Barbara Ross-Lee, DO, became the first female Black dean of a medical school when she was appointed to the role at Ohio University’s College of Osteopathic Medicine in 1993. Later in her career, she served as dean of the College of Osteopathic Medicine at the New York Institute of Technology. During her time there, Ross-Lee “reformulated the entire course of study, and drafted a women’s curriculum, earning a reputation as a ‘change agent,’” according to the U.S. National Library of Medicine.
The older sister of entertainer Diana Ross, Ross-Lee originally wanted to pursue a career in show business. Instead, she studied biology and chemistry at Wayne State University (WSU) in Detroit. After graduating, she had a brief stint as a teacher, serving as a member of the National Teacher Corps in the Detroit Public Schools, and later went on to earn her master of arts at WSU.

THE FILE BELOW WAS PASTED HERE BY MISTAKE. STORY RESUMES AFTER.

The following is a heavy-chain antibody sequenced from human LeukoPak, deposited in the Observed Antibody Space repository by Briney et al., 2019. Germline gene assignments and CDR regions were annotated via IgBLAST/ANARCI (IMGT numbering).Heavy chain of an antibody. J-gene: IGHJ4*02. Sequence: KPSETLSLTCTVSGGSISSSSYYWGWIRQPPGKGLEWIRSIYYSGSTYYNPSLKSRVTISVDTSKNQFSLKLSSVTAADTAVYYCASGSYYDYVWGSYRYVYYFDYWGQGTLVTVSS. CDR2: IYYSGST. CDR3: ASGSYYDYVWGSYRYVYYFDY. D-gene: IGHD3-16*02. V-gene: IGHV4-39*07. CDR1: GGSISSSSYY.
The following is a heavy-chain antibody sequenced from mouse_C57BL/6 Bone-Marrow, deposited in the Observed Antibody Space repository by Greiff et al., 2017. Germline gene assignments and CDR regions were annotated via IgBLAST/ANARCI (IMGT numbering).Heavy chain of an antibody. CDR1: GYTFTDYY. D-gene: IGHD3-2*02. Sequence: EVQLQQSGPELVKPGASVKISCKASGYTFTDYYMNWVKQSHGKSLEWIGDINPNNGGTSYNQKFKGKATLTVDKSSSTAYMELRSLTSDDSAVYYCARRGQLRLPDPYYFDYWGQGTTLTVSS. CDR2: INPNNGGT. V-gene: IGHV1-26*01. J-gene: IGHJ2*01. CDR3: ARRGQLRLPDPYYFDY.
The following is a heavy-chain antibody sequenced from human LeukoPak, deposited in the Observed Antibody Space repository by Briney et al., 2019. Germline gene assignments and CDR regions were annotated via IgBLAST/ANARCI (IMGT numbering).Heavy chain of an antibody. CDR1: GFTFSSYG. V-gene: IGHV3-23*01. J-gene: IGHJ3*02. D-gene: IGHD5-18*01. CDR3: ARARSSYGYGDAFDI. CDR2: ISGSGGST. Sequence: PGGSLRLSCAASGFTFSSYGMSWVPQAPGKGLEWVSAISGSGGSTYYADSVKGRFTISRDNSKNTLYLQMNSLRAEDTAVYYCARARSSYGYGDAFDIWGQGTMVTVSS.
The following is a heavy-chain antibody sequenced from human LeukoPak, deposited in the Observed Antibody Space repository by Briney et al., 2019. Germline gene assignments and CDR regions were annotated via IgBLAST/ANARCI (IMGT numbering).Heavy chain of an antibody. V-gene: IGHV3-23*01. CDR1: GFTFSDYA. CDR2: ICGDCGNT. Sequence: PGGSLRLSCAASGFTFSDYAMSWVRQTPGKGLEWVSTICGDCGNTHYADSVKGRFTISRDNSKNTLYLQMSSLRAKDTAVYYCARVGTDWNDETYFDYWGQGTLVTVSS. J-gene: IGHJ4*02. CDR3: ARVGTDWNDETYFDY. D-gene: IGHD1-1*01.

In 1969, Ross-Lee earned her medical degree from Michigan State University’s (MSU) College of Osteopathic Medicine. Upon graduating, she opened a family practice in Detroit. In 1983, she joined the United States Navy Reserves as a physician and became a professor in the Department of Family Practice at MSU, thus launching her career in academic medicine.